Who’s At Fault When a Real Estate Transaction Doesn’t Close? Section 3543 May Be A Tie-Breaker

With Deception, Comes Consequence

For transactions with a middleman that deceives both the seller and buyer, section 3543 of California’s Civil Code can break the tie where both parties are negligent, statingSection 3543 can break ties in real estate negligence where one of two innocent persons must suffer by the act of a third (i.e., middleman), he, by whose negligence it happened, must be the sufferer. Huh? What does not mean in simple English?

In other words, if both parties are negligent in closing a sale after being deceived by the middleman, the one who is more responsible for the loss must suffer and bear the loss. That appears easier to understand, but the application of section 3543 depends on the facts.

First, being the victim of deception can be interpreted as negligence or unreasonable conduct, a rather sad commentary on our internet society that almost demands that you mistrust, confirm and verify everything you may be told. So it may not be enough to prevail by claiming there was no resisting the false promises or conduct of the middleman.

Section 3543: Case in Point

In the Miller case, the agent suggested that the buyer should purchase the real property based upon his false descriptions of the property. The agent then also represented the sellers, encouraging them to sell without telling them he had lied to the buyer. A classic middleman scam with both sides in the dark as to the true events. The expected remedy is to undo the transaction. However, it may not be possible to have both sides perfectly restored to their previous situation.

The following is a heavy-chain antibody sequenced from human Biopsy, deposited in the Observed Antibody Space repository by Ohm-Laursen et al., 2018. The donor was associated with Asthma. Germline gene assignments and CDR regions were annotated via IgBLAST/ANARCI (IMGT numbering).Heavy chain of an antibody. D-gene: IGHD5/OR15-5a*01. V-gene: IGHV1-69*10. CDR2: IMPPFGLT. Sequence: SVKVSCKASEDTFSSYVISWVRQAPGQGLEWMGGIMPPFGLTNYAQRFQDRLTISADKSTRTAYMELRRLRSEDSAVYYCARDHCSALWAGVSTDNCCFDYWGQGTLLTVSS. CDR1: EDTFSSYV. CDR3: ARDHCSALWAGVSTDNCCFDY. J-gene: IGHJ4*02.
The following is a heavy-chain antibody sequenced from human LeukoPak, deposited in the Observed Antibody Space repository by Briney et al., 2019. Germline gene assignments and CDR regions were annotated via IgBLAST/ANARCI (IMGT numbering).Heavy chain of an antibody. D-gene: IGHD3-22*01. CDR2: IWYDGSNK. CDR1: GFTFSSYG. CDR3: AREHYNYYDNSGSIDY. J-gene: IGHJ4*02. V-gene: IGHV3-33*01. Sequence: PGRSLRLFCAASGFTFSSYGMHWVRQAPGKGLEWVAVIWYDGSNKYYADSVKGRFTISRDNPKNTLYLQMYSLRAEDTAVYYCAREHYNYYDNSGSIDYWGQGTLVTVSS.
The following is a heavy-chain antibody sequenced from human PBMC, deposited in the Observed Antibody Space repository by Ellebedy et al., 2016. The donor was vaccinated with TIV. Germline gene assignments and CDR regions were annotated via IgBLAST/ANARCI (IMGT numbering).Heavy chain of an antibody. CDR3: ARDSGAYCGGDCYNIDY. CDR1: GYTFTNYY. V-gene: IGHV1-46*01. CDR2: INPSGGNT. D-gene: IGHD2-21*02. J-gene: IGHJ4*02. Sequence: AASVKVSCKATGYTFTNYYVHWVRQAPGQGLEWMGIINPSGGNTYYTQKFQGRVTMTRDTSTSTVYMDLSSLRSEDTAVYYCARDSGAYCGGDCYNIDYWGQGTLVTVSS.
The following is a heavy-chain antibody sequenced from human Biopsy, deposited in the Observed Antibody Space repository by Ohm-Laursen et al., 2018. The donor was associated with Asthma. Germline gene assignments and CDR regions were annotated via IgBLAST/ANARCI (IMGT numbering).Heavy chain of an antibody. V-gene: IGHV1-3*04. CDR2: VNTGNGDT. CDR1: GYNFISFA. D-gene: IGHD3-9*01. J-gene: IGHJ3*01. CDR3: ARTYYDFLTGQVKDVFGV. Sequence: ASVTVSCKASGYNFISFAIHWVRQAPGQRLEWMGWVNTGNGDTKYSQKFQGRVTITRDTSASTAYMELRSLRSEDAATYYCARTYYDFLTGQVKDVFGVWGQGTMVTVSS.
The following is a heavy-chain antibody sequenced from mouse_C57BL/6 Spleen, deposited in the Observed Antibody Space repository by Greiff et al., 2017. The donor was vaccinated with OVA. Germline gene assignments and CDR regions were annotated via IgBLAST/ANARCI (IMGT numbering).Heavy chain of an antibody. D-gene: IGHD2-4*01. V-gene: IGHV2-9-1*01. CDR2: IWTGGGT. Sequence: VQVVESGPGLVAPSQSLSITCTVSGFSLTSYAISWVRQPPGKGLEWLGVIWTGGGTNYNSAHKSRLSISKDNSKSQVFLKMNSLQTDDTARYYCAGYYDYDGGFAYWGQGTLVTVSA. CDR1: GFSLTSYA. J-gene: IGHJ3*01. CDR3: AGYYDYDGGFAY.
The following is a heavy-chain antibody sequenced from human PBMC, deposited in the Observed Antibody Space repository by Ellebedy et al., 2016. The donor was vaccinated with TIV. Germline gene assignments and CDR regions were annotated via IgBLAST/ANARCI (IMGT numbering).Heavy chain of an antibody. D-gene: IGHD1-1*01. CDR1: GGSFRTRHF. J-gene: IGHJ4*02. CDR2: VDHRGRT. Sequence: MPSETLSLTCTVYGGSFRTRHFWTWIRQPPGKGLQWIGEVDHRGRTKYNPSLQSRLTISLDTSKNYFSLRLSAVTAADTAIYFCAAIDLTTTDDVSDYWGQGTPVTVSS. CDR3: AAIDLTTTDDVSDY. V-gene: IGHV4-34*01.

The Miller case turned on the fact that the buyer had deposited $7,000 into escrow and $5,500 of that sum was kept by the agent as his commission. When the buyer attempted to rescind or undo the sale, the court refused to award the buyer the $5,500 from the seller, finding that the buyer was the cause of the loss of the commission by depositing that amount after being deceived by the agent into making the offer. Although the seller accepted the offer, it was the buyer who set in motion the chain of events resulting in the loss of the commission.

It is better to not be involved in a transaction that leads to a lawsuit, but if you are, careful consideration of section 3543 may be a tie-breaker and game saver.

For information only by Craig B. Forry, attorney, broker, expert witness/consultant, and no retainer agreement is intended or created. For more information or if you have questions, please contact:

Forry Law Group: Real Estate and Civil Attorneys

15501 San Fernando Mission Blvd., Suite 309
Mission Hills, CA 91345
Office: (818) 361-1321
Fax: (818) 365-6522

Monday – Friday 9:00 am to 5:00 pm
Saturday – Sunday By Appointment


View Larger Map


4 comments on “Who’s At Fault When a Real Estate Transaction Doesn’t Close? Section 3543 May Be A Tie-Breaker

  1. This is the best weblog for anyone who needs to seek out out about this topic. You notice a lot its virtually onerous to argue with you (not that I actually would need…HaHa). You definitely put a brand new spin on a topic thats been written about for years. Nice stuff, just great!

Comments are closed.